Bulgaria is still a developing country. Its development recently jumps within the Era of technology via implementation of the electronic Cadastral Map for the real estates on its territory. This is done part by part, area by area, and town by town, in order to cover the whole area of Bulgaria in the future. Or at least this is the goal of the Ministry of Regional Development. In other words, there is a substitution of the old regulation maps with modern cadastral schemes. These are visible on the national online register.
During this process, much non-regulated (usually agricultural) plots up to present moment, situated outside around the borders of the cities, just had their legal status changed into regulated plots. Now, these allow performance of building works on them. This outcome was one of the main goals for initiating implementation of regulation of these agricultural lands. In other words, the State decided that with growing of cities, particular areas should fall within their borders. Together with building infrastructure around these, in order to meet the modern needs of the local society.
During the changes of the legal status of agricultural lands into regulated plots, the municipal authorities had to possess parts of the private plots for their needs. Usually, they do it for tracing a street around these plots. This is one of the necessary requirements for entering land into regulation. And here comes the rule of Art.16 of the Structure of Territory Act. It provides that the Municipality could acquire for free up to ¼ of the plot for public needs.
Although published in 2001 and modified in 2007, in my view this legislation is inheritance by the communism. During this period the state power had a majority over the interests of the particular citizen. He had almost no rights to react in cases where the government has harmed his/her legal and financial interests with their actions. The same applies here, where the landowner receives a similar plot in the same area without matching the old boundaries. But in some cases, a plot with a smaller area.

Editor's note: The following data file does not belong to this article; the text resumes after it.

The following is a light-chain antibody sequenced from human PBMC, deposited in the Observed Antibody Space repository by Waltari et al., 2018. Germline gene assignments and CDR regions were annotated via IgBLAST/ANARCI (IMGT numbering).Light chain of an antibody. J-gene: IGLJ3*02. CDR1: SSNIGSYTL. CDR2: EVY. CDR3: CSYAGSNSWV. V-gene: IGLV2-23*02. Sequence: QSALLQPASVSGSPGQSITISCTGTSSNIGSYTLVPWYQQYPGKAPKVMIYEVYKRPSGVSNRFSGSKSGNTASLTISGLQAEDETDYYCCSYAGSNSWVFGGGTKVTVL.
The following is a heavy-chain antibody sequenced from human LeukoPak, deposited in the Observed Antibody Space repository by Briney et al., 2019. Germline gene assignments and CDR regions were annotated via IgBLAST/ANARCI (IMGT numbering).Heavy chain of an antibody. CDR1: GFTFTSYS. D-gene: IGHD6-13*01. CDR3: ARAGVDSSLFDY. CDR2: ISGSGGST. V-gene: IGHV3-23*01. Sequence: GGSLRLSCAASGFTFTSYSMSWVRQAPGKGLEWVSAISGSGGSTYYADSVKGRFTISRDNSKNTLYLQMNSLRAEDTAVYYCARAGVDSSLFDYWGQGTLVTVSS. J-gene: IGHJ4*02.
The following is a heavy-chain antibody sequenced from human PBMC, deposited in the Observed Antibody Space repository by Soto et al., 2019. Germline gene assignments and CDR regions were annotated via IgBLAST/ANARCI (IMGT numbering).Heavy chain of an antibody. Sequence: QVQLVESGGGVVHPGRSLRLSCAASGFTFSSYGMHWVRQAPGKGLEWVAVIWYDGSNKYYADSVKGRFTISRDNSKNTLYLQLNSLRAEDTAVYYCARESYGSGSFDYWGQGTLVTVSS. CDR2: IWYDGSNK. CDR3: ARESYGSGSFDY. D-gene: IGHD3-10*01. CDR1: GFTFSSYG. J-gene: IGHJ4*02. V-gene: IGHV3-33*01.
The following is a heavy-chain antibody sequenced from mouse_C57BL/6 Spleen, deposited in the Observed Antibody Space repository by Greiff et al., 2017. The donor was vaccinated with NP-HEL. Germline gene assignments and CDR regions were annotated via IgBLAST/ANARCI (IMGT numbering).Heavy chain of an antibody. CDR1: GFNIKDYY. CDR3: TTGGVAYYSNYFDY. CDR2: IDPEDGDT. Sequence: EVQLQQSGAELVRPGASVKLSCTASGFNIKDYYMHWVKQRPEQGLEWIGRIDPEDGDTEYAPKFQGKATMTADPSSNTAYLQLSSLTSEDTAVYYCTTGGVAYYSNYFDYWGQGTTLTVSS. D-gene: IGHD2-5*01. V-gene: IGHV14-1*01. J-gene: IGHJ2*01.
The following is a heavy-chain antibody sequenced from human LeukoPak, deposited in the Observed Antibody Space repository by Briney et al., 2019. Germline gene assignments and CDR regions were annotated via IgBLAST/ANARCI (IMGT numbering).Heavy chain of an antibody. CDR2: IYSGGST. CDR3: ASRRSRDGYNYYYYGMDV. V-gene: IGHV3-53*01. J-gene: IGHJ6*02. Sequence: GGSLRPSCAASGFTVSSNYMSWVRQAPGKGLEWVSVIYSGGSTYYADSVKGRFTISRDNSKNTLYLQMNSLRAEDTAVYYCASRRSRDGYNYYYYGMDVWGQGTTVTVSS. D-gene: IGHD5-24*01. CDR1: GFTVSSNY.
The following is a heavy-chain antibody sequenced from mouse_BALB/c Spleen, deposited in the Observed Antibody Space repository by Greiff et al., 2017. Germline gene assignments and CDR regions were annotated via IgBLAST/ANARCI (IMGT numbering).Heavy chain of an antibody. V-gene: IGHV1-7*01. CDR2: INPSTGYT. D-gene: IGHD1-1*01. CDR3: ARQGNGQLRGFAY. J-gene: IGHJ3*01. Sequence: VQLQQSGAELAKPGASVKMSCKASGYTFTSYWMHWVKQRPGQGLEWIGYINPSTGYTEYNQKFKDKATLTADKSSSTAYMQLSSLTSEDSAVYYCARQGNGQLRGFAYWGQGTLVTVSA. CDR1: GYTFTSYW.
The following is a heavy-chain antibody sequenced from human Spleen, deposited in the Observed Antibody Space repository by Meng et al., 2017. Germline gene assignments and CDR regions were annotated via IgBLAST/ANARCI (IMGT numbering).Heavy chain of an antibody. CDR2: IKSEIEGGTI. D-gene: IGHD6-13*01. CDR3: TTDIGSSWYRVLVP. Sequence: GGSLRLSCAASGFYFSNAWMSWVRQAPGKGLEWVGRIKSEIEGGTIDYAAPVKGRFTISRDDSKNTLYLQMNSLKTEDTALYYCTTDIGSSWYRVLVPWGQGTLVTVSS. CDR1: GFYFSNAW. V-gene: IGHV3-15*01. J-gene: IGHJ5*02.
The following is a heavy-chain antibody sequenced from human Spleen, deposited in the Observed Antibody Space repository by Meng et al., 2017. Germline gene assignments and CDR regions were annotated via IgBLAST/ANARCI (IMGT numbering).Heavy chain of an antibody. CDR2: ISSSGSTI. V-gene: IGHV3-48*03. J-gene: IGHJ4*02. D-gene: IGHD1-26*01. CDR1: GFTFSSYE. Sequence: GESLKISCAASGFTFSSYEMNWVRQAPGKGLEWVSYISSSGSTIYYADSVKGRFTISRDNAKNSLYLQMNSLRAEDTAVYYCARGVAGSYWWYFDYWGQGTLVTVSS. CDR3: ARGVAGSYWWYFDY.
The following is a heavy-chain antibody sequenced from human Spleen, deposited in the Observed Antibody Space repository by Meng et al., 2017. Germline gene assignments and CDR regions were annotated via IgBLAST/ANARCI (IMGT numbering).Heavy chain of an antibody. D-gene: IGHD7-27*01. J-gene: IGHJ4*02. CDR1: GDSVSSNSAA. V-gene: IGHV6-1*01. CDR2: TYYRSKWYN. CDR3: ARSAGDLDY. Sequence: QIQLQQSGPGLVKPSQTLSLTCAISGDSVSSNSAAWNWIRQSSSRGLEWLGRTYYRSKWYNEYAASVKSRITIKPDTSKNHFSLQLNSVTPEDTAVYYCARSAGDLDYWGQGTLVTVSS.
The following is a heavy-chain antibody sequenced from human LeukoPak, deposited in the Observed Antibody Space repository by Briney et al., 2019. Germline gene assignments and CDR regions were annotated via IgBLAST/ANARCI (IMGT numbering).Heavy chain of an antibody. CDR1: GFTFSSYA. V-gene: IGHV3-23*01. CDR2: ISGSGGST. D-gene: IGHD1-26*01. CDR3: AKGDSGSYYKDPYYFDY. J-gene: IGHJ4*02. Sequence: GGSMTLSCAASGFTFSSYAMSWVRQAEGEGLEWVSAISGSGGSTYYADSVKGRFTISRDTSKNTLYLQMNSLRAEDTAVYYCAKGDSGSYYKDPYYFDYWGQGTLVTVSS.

I believe this part of the Law needs a change, because:
1) When a person acquires ownership right on a non-regulated plot of land (usually agricultural land, or grape yard, for example), usually they don’t expect that their land later will be converted forcibly into a regulated plot. And when this happens, they have no legal instruments to react against eventual cutting of ¼ of their property. Because usually, Authorities do it in accordance with the Law.
2) In practice, most plots of lands that lose up to ¼ of their size due to municipal needs, also lose part of their value. Even if their price may have increased once changed into regulated plots. For example a plot of 2000 sq.m. loses 250 sq.m. And if calculated in cash, it represents a serious amount of money.
3) Compensation has been already established for cases when taking the whole plot of land for governmental needs. So there is no serious argument why this should not apply in cases where cutting the only ¼ of the plot also.
Such cases occur very often in the last 10 years. Therefore I believe that the local legislation should include a financial compensation in favor of the property owner. To apply when eventually cutting of size up to ¼ of their plot for municipal needs. This would be a fair exchange. And it will help the property owner not to bear the burden to lose parts of their land. Including cases where the Municipality has decided to make changes with their land.